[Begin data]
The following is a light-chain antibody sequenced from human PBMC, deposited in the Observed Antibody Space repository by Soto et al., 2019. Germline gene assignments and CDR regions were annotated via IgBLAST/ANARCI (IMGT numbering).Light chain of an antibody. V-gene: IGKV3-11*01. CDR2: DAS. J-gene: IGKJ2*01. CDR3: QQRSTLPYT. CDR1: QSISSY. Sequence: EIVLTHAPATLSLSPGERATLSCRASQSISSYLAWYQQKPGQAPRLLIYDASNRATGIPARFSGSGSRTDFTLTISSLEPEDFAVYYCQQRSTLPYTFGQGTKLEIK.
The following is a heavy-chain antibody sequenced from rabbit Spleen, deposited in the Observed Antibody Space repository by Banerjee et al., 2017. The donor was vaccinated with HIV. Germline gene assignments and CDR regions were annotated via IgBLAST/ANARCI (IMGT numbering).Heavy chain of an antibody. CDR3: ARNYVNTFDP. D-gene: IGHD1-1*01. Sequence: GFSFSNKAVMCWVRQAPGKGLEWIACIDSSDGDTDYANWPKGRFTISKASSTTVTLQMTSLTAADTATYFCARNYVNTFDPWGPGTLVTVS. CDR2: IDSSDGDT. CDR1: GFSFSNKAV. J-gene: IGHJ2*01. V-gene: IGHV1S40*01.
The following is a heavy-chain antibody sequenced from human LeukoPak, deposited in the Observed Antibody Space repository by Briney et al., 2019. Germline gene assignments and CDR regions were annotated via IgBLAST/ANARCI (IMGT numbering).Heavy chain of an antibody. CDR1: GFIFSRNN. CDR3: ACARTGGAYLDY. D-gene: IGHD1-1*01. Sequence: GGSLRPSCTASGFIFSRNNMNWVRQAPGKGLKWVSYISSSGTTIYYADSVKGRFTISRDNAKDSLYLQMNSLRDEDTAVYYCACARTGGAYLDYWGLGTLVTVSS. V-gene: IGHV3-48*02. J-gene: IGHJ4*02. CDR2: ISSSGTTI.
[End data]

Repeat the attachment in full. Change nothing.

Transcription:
The following is a light-chain antibody sequenced from human PBMC, deposited in the Observed Antibody Space repository by Soto et al., 2019. Germline gene assignments and CDR regions were annotated via IgBLAST/ANARCI (IMGT numbering).Light chain of an antibody. V-gene: IGKV3-11*01. CDR2: DAS. J-gene: IGKJ2*01. CDR3: QQRSTLPYT. CDR1: QSISSY. Sequence: EIVLTHAPATLSLSPGERATLSCRASQSISSYLAWYQQKPGQAPRLLIYDASNRATGIPARFSGSGSRTDFTLTISSLEPEDFAVYYCQQRSTLPYTFGQGTKLEIK.
The following is a heavy-chain antibody sequenced from rabbit Spleen, deposited in the Observed Antibody Space repository by Banerjee et al., 2017. The donor was vaccinated with HIV. Germline gene assignments and CDR regions were annotated via IgBLAST/ANARCI (IMGT numbering).Heavy chain of an antibody. CDR3: ARNYVNTFDP. D-gene: IGHD1-1*01. Sequence: GFSFSNKAVMCWVRQAPGKGLEWIACIDSSDGDTDYANWPKGRFTISKASSTTVTLQMTSLTAADTATYFCARNYVNTFDPWGPGTLVTVS. CDR2: IDSSDGDT. CDR1: GFSFSNKAV. J-gene: IGHJ2*01. V-gene: IGHV1S40*01.
The following is a heavy-chain antibody sequenced from human LeukoPak, deposited in the Observed Antibody Space repository by Briney et al., 2019. Germline gene assignments and CDR regions were annotated via IgBLAST/ANARCI (IMGT numbering).Heavy chain of an antibody. CDR1: GFIFSRNN. CDR3: ACARTGGAYLDY. D-gene: IGHD1-1*01. Sequence: GGSLRPSCTASGFIFSRNNMNWVRQAPGKGLKWVSYISSSGTTIYYADSVKGRFTISRDNAKDSLYLQMNSLRDEDTAVYYCACARTGGAYLDYWGLGTLVTVSS. V-gene: IGHV3-48*02. J-gene: IGHJ4*02. CDR2: ISSSGTTI.